<broeker@ph...>  20050630 19:33:31

Jonathan Lynch wrote: > There are potentially ten data points in the space of a second. If i > express time in the format 16:19:25.941980 the graph is inaccurate > because gnuplot does not support fractions of a second due to using the > tm structure. It'll only be inaccurate if a second is still wider than one pixel on the actual output format. Whether that's the case depends on the output format, and the length of the interval you have measurements for. > So Im going to stick to plotting the floating point data. Gnuplot > generates tics on the xaxis and labels them. What is the algorithm > where gnuplot calculates where the tics should be? It's complicated. The general scheme is: "divide the range into intervals of 'nice' length, such that there are between 5 and 10 of them" > I could write a C program to parse through the data file and generate a > file with gnuplot commands. if i knew exactly where the tics were going > to be I could put some tics manually eg. > set xtics ("16:19:25",58765.0, 16:19:30",58770.0) and so on. Why do you think you have to know the tick placement for that? This command will override the automatically placed tick positions, so it doesn't matter where they would have gone. 
From: Jonathan Lynch <jlynch@fr...>  20050701 15:18:51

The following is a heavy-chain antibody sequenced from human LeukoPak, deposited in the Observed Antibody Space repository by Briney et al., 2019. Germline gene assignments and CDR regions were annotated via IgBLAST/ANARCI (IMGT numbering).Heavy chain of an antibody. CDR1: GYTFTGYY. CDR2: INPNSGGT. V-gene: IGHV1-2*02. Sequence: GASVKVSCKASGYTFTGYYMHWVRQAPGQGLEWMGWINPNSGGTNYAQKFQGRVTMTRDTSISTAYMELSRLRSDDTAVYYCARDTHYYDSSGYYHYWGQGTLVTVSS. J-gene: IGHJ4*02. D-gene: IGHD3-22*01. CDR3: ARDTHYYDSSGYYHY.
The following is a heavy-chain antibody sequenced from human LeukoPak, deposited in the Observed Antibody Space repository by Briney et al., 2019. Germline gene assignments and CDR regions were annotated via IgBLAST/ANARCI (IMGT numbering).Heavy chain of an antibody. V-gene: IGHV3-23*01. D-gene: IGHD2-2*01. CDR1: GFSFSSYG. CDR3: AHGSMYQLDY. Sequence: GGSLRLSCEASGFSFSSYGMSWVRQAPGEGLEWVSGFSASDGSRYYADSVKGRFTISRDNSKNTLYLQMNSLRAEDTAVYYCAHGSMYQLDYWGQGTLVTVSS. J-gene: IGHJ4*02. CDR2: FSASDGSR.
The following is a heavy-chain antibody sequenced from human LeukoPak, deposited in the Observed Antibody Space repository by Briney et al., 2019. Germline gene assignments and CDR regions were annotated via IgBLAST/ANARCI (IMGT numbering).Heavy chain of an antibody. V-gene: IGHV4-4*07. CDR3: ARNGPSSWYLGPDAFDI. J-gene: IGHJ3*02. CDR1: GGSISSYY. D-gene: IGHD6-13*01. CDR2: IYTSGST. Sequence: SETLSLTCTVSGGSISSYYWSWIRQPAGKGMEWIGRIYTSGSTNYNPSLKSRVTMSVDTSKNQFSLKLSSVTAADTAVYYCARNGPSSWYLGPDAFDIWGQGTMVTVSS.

I have gone through the code for axis.c in the gnuplot sources. Below= is some pseudo code containing the pieces of code that I think are relev= ant to what I am trying to do and also my understanding of what they do. Again I am using a C program to calculate the position of xtics. Then when i generate a "set xtics" command that will contain all the tic values I want along with labels ( which is going to be minutes:second= s). The maximum range of what I want to graph will be 1 hour, but realistically it will be about 500 seconds.=20 I dont understand how the tic interval is calculated in the funtion= =20 quantize_normal_tics. Could someone explain to me using pseduo code e= tc how it works ? Also the function quantize_duodecimal_tics rounds the tic interval. I= t is called from the quantize_time_tics function when the format of the axis is time. It seems to be similar to the quantize_normal_tics function. I would appreciate any responses Jonathan =  void setup_tics(axis, max) { =09//part that im interested in =09 =09//TIC_COMPUTED =3D default; gnuplot figures them =09} else if (ticdef>type =3D=3D TIC_COMPUTED) { =09=09 ticstep[axis] =3D tic =3D make_tics(axis, max); =09} } static double make_tics(axis, guide) { =09range =3D absolute(max  min) =09 =09//i presume tic refers to the tic interval =09//calculate the tic interval =09tic =3D quantize_normal_tics(range, guide); =09//I want to use time data =09//this rounds the tic interval to a nice figure =09quantize_time_tics(axis, tic, range, guide); } //calculate the tic interval  dont understand the logic behind this double=09quantize_normal_tics(range, guide) { =09floor ( base 10 log of the range) =09. =09. =09. =09. =09 =09//seems complicated } //round tic interval to a nice value static double quantize_time_tics(axis, tic, xr, guide) { =09//i will be graphing data whose range will be 1 hour maximum =09//realistically the range will be about 500 seconds =09//60 * 60 =3D 3600 sec =09 timelevel[axis] =3D TIMELEVEL_SECONDS; =09 if (tic > 5) { =09 /* turn tic into units of minutes */ =09 tic =3D quantize_duodecimal_tics(xr / 60.0, guide12) * 60; =09 if (tic >=3D 60) =09 timelevel[axis] =3D TIMELEVEL_MINUTES; =09 } } //again dont understand the logic behind this  it seems to me that i= t uses some of the logic from the quantize_normal_tics function static double=09quantize_duodecimal_tics(arg, guide) { =09//seems complicated } /* make smalltics for timeaxis */ //i presume these are the minor tics.=20 //not exactly sure what order this function is called static double make_auto_time_minitics(tlevel, incr) { =09//part that seems relevant to me case TIMELEVEL_SECONDS: case TIMELEVEL_MINUTES: if (incr >=3D 5) tinc =3D 1; if (incr >=3D 10) tinc =3D 5; if (incr >=3D 20) tinc =3D 10; if (incr >=3D 60) tinc =3D 20; if (incr >=3D 2 * 60) tinc =3D 60; if (incr >=3D 6 * 60) tinc =3D 2 * 60; if (incr >=3D 12 * 60) tinc =3D 3 * 60; if (incr >=3D 24 * 60) tinc =3D 6 * 60; break; } On Thu, 20050630 at 21:35 +0200, HansBernhard Br=C3=B6ker wrote: > Jonathan Lynch wrote: >=20 > > There are potentially ten data points in the space of a second. I= f i > > express time in the format 16:19:25.941980 the graph is inaccurat= e > > because gnuplot does not support fractions of a second due to usi= ng the > > tm structure. >=20 > It'll only be inaccurate if a second is still wider than one pixel = on=20 > the actual output format. Whether that's the case depends on the o= utput=20 > format, and the length of the interval you have measurements for. >=20 > > So Im going to stick to plotting the floating point data. Gnuplot > > generates tics on the xaxis and labels them. What is the algorit= hm > > where gnuplot calculates where the tics should be? >=20 > It's complicated. The general scheme is: "divide the range into > intervals of 'nice' length, such that there are between 5 and 10 of= them" >=20 > > I could write a C program to parse through the data file and gene= rate a > > file with gnuplot commands. if i knew exactly where the tics were= going > > to be I could put some tics manually eg. > > set xtics ("16:19:25",58765.0, 16:19:30",58770.0) and so on. >=20 > Why do you think you have to know the tick placement for that? Thi= s=20 > command will override the automatically placed tick positions, so i= t=20 > doesn't matter where they would have gone. >=20 >=20 >=20 >  > SF.Net email is sponsored by: Discover Easy Linux Migration Strateg= ies > from IBM. Find simple to follow Roadmaps, straightforward articles, > informative Webcasts and more! Get everything you need to get up to > speed, fast. http://ads.osdn.com/?ad_id=3D7477&alloc_id=3D16492&op= =3Dclick > _______________________________________________ > Gnuplotinfo mailing list > Gnuplotinfo@... > https://lists.sourceforge.net/lists/listinfo/gnuplotinfo